Western nations enter a period of economic prosperity and modern technology brings significant cultural changes. The United-States emerges as a major economic and military power.

1918-1919

1920

1921

Greenwood District

The Greenwood District in Tulsa, Oklahoma is one of the wealthiest African-American communities in the United-States. It is sometimes known as Black Wall Street.

Dick Rowland

Teenage African-American Dick Rowland is accused of assaulting a younger white girl. Rowland is arrested and a mob of angry white locals call for his lynching in front of the courthouse.

Violent Protest

Rumours spread that Rowland has been lynched. Armed black locals from the Greenwood District protest at the courthouse. Shots are soon fired, resulting in the death of two black and ten white people.

Tulsa Massacre

White residents retaliate and attack the Greenwood District, which includes firebombing from airplanes. The district is destroyed, which results in at least 36 black deaths and 800 injuries. 

The Tulsa Massacre, also known as the Tulsa Race Riot, is considered the single worst incident of racial violence in American history. Many deaths may have been left unrecorded and the numbers could be up to 300.

1922

1923

Klu Klux Klan Apex

The Klu Klux Klan reaches the height of its popularity. It includes up to five million men and accounts for about 15% of the adult population of the United States.

Rosewood Massacre

When a black man is accused of assaulting a white woman in Florida, white residents destroy the nearby black town of Rosewood. Over 27 people are likely killed in the attack.

United States v Bhagat Singh Thind

An Indian Sikh attempts to become a U.S. Citizen as a free white person based on the fact that Indians and Europeans share a common descent. He loses the case in the U.S. Supreme Court.

New York Renaissance

An all-black professional basketball team is established in Harlem. The skilled team soon attempts to beat an all-white professional team known as the Original Celtics.

Many East Indians have their American citizenship revoked or rejected due to the outcome of the United States v Bhagat Singh Thind case. Bhagat Singh Thind became a U.S. citizen in 1935 based on his status as a WWI veteran.

1924

Re-Election of President Coolidge

President Coolidge becomes the first U.S. President to deliver a radio broadcast from the White House. He also wins re-election in the 1924 U.S. Presidential Election.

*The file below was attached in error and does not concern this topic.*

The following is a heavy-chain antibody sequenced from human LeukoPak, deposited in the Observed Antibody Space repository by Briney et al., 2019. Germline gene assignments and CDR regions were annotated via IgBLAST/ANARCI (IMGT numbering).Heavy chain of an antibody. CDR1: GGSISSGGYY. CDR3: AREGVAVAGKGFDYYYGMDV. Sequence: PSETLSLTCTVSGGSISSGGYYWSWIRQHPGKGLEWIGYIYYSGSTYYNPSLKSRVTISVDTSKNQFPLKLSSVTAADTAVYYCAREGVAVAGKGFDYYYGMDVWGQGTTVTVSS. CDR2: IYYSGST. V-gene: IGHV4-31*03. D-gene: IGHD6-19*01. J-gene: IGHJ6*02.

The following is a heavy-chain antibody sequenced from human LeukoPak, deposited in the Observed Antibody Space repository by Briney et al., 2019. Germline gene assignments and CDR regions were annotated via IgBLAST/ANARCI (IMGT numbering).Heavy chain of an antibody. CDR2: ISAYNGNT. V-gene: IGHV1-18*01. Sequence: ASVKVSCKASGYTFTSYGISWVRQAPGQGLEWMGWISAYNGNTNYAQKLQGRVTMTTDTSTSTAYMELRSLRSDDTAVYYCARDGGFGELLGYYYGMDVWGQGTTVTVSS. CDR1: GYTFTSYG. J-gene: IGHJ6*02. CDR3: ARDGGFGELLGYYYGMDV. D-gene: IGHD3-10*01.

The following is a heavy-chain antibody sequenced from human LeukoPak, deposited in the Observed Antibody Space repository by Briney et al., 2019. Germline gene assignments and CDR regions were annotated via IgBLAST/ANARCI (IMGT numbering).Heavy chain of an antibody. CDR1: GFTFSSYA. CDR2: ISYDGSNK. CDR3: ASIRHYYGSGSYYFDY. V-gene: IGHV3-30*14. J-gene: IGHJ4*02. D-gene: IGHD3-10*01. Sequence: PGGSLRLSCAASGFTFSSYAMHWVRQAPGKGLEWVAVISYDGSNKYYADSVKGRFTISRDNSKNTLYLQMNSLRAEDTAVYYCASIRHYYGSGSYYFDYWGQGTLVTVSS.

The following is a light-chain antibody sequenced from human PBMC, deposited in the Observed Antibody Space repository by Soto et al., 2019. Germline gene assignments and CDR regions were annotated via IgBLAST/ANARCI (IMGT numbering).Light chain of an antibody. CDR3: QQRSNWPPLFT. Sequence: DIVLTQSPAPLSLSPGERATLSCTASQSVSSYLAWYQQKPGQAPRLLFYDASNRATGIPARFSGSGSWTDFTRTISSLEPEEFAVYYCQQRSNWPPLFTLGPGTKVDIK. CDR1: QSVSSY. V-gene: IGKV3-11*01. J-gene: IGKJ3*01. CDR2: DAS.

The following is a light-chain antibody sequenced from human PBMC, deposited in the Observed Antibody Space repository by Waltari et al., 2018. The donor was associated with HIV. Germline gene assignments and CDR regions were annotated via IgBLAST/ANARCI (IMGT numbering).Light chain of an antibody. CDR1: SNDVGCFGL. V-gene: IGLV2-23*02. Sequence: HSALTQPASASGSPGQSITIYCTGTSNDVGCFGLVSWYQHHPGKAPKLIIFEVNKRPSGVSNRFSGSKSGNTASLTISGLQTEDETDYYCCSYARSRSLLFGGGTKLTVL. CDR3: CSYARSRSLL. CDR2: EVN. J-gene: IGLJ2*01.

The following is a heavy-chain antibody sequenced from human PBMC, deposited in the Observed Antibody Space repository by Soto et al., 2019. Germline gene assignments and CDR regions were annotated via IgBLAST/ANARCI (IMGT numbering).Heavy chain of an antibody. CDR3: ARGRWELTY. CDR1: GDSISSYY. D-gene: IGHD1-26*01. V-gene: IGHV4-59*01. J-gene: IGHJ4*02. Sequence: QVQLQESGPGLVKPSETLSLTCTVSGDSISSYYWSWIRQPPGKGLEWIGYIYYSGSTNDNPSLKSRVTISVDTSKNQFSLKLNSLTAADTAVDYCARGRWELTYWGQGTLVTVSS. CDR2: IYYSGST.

The Immigration Act

President Coolidge signs the Immigration Act of 1924. It prohibits immigration from Asia and sets the total immigration quota to 164,000 for countries from the Eastern Hemisphere.

Indian Citizenship Act

 President Coolidge signs the Indian Citizenship Act, which grants citizenship to all Native Americans born within the United States. It was in recognition of the many natives that served in the Great War.

Revenue Act of 1924

Coolidge supports a smaller government and reduces federal spending. Congress passes a revenue act which reduces income tax rates and eliminates income tax for about two million residents.

1925

The Most Populous City

New York City becomes the most populated city in the world with over 7.7 million residents. It takes the lead from London, England which had been the most populous city for nearly 100 years.

M.E. Norman Sinking

A steamboat capsizes in the Mississippi River, which kills 23 passengers. However, African American riverworker Tom Lee rescues 32 passengers using his small riverboat.

Harlem Renaissance

Black populations migrate northward to escape southern racism. There is an explosion of African-American culture in the northern United-States, which is centred around Harlem, New York.

The New Negro

African American Philosopher Alain Locke compiles literature from the Harlem Renaissance. He edits them into an anthology book called The New Negro, which becomes the definitive text of the movement.

Before 1910, 90% of the Black population lived in southern states. Around six million African-Americans migrated northward between 1916 and 1970. It is known as the Great Northward Migration.

Grand Dragon Stephenson

D.C. Stephenson was appointed a Grand Dragon of the Klu Klux Klan in Indiana in 1923. He is adept at recruiting new members and develops ties with the state government.

Kidnapping of Madge Oberholtzer

Government employee Madge Oberholtzer is kidnapped, raped, and tortured. She subsequently dies from a combination of her injuries and suicide by self-poisoning. 

Stephenson v. State

D.C. Stephenson, who was in a short relationship with Oberholtzer, is accused of causing her death and brought to trial. He is found guilty of her murder and sentenced to life in prison.  

KKK Decline

When D.C. Stephenson is denied a pardon, he releases the list of government officials that are paid by the clan. The murder and scandal causes a massive decline in KKK membership.

Due to their close association with the KKK, the Anti-Saloon League also lost much support.

1926

1927

1928